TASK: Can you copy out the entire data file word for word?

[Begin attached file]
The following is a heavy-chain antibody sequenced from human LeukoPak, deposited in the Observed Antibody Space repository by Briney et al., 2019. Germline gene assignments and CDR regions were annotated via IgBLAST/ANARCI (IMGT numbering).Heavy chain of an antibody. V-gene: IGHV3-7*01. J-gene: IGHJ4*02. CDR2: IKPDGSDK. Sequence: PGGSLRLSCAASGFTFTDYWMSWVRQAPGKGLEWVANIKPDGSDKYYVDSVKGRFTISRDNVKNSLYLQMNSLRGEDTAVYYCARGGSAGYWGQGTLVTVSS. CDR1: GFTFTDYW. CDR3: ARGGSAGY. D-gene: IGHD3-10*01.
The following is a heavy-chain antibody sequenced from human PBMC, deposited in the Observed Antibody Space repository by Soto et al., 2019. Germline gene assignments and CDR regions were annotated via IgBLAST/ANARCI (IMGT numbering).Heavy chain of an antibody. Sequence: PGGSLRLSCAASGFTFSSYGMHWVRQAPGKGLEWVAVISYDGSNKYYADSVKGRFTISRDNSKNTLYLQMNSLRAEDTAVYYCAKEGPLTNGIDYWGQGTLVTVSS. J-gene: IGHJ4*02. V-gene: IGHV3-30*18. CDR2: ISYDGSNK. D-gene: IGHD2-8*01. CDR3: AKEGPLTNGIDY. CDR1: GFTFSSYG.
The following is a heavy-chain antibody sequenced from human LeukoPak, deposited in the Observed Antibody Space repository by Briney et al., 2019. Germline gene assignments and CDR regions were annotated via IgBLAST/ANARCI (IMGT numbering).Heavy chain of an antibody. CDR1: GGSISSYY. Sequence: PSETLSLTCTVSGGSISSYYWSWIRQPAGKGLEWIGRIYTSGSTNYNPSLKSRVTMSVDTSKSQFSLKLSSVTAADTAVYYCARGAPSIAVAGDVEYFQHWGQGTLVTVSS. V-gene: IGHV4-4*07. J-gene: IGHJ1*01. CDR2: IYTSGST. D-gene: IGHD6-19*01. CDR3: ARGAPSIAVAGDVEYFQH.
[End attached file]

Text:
The following is a heavy-chain antibody sequenced from human LeukoPak, deposited in the Observed Antibody Space repository by Briney et al., 2019. Germline gene assignments and CDR regions were annotated via IgBLAST/ANARCI (IMGT numbering).Heavy chain of an antibody. V-gene: IGHV3-7*01. J-gene: IGHJ4*02. CDR2: IKPDGSDK. Sequence: PGGSLRLSCAASGFTFTDYWMSWVRQAPGKGLEWVANIKPDGSDKYYVDSVKGRFTISRDNVKNSLYLQMNSLRGEDTAVYYCARGGSAGYWGQGTLVTVSS. CDR1: GFTFTDYW. CDR3: ARGGSAGY. D-gene: IGHD3-10*01.
The following is a heavy-chain antibody sequenced from human PBMC, deposited in the Observed Antibody Space repository by Soto et al., 2019. Germline gene assignments and CDR regions were annotated via IgBLAST/ANARCI (IMGT numbering).Heavy chain of an antibody. Sequence: PGGSLRLSCAASGFTFSSYGMHWVRQAPGKGLEWVAVISYDGSNKYYADSVKGRFTISRDNSKNTLYLQMNSLRAEDTAVYYCAKEGPLTNGIDYWGQGTLVTVSS. J-gene: IGHJ4*02. V-gene: IGHV3-30*18. CDR2: ISYDGSNK. D-gene: IGHD2-8*01. CDR3: AKEGPLTNGIDY. CDR1: GFTFSSYG.
The following is a heavy-chain antibody sequenced from human LeukoPak, deposited in the Observed Antibody Space repository by Briney et al., 2019. Germline gene assignments and CDR regions were annotated via IgBLAST/ANARCI (IMGT numbering).Heavy chain of an antibody. CDR1: GGSISSYY. Sequence: PSETLSLTCTVSGGSISSYYWSWIRQPAGKGLEWIGRIYTSGSTNYNPSLKSRVTMSVDTSKSQFSLKLSSVTAADTAVYYCARGAPSIAVAGDVEYFQHWGQGTLVTVSS. V-gene: IGHV4-4*07. J-gene: IGHJ1*01. CDR2: IYTSGST. D-gene: IGHD6-19*01. CDR3: ARGAPSIAVAGDVEYFQH.